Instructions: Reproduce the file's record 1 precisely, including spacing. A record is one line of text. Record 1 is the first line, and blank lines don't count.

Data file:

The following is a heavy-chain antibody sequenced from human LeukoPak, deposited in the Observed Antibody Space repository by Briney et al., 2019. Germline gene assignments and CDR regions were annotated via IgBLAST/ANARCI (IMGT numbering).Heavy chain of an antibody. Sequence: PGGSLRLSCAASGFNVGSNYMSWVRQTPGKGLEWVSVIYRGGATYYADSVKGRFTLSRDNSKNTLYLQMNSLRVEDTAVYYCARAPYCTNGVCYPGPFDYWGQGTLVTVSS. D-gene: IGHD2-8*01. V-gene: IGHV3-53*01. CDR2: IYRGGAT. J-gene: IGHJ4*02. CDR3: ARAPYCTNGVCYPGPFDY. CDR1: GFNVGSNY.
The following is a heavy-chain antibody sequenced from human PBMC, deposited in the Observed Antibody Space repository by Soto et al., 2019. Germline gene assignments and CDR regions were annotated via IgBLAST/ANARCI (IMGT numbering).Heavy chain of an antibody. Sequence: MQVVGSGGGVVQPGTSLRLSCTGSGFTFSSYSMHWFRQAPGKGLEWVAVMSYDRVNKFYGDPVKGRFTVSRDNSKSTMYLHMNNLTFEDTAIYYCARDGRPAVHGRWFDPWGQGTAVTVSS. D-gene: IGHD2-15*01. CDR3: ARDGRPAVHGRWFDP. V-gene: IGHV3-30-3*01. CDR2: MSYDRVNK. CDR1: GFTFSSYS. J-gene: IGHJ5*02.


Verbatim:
The following is a heavy-chain antibody sequenced from human LeukoPak, deposited in the Observed Antibody Space repository by Briney et al., 2019. Germline gene assignments and CDR regions were annotated via IgBLAST/ANARCI (IMGT numbering).Heavy chain of an antibody. Sequence: PGGSLRLSCAASGFNVGSNYMSWVRQTPGKGLEWVSVIYRGGATYYADSVKGRFTLSRDNSKNTLYLQMNSLRVEDTAVYYCARAPYCTNGVCYPGPFDYWGQGTLVTVSS. D-gene: IGHD2-8*01. V-gene: IGHV3-53*01. CDR2: IYRGGAT. J-gene: IGHJ4*02. CDR3: ARAPYCTNGVCYPGPFDY. CDR1: GFNVGSNY.